The data from the current study were collected in the norming process of the Bilingual Articulation and Phonology Assessment (BAPA). In the current study we evaluate speech skills, specifically the use of phonological processes, in Spanish-English bilingual children ages 3-10 years. Processes analyzed include: initial, medial, and final consonant deletion; fronting; backing; stopping; weak syllable deletion; voicing; devoicing; gliding; cluster reduction; consonant sequence reduction; tap/trill deviation; denasalization; affrication; deaffrication; and assimilation. We will present information about the use of phonological processes in bilingual children in their production of both English and Spanish. We will describe the similarities and differences between their use of phonological processes in the two languages as well as how overlapping processes can affect the assessment and treatment process.

A thorough understanding of the speech development process in bilingual children in the United States will support clinicians in the appropriate diagnosis of speech impairments. The most recent ASHA Schools Survey (2012) indicated that approximately 75% of all speech-language pathologists reported that they do not feel confident in making diagnostic decisions about children from different language backgrounds. Providing normative information about the development (or suppression) of phonological processes in bilingual children will help speech-language pathologists more confidently decide whether error patterns are typical for bilingual development or whether they are indicative of speech impairment. Identifying the students who really need support will enhance educational outcomes and save valuable special education resources.

In addition to using normative data about bilingual speech development for appropriate diagnostic decisions, this information is also invaluable in identifying appropriate intervention targets. By knowing the ages at which children are expected to no longer exhibit processes, clinicians can prioritize the processes targeted first and continue along an expected sequence of development. Normative data can also allow the clinician to compare the child’s performance to normative data to measure progress over time.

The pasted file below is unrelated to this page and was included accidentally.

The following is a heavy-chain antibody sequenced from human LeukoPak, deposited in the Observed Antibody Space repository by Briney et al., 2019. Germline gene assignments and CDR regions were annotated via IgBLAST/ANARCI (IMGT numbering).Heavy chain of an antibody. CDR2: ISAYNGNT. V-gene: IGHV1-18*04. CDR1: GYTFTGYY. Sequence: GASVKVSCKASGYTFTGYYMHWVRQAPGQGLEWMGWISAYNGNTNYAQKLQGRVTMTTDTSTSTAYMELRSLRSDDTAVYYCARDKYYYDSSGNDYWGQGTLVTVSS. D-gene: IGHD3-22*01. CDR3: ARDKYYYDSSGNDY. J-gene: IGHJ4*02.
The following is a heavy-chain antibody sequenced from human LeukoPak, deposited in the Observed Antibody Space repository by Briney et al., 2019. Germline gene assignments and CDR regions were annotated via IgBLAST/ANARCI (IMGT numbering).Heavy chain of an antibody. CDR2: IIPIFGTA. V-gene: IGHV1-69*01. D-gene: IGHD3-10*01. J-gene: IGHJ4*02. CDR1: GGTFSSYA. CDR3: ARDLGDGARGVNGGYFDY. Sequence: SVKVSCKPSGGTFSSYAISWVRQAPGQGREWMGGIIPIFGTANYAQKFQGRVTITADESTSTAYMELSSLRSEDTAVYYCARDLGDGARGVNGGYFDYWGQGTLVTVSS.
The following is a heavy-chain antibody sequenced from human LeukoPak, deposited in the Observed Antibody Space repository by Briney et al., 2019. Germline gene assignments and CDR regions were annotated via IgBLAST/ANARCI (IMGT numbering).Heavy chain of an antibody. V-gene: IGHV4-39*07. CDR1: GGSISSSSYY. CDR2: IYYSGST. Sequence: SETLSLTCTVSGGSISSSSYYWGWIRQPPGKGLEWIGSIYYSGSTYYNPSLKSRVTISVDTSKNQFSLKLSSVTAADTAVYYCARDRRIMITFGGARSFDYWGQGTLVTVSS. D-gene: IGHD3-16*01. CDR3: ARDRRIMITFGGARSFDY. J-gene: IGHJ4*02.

Participants will:

Distinguish between speech differences that are due to age, second-language influence, or a true disorder
List four phonological patterns that lead to misdiagnosis
Identify several alternative forms of assessment
Modify evaluation procedures to include informal testing and analysis of results

Time-Ordered Agenda:

05 minutes: Introduction
10 minutes: Background about the need for information on phonological development in bilingual children.
10 minutes: Review of the research on phonological development in bilinguals
10 minutes: The goals, participants, and procedures of the current study
10 minutes: Results and their significance
10 minutes: Clinical implications
05 minutes: Summary


American Speech-Language-Hearing Association. (2012). 2012 Schools survey. Survey summary report: Number and type of responses, SLPs. Available from
Bowen, C. (1998). Developmental phonological disorders. A practical guide for families and teachers. Melbourne: ACER Press.
Goldstein, B. & Iglesias, A. (1996a). Phonological patterns in normally developing Spanish-speaking 3- and 4-year-olds of Puerto Rican descent. Language, Speech, and Hearing Services in the Schools, 27, 82-90.

Goldstein, B. & Iglesias, A. (1996b). Phonological patterns in Puerto Rican Spanish-speaking children with phonological disorders. Journal of Communication Disorders, 29, 367-387.
Grunwell, P. (1997). Natural phonology. In M. Ball & R. Kent (Eds.), The new phonologies: Developments in clinical linguistics. San Diego, CA: Singular Publishing Group, Inc.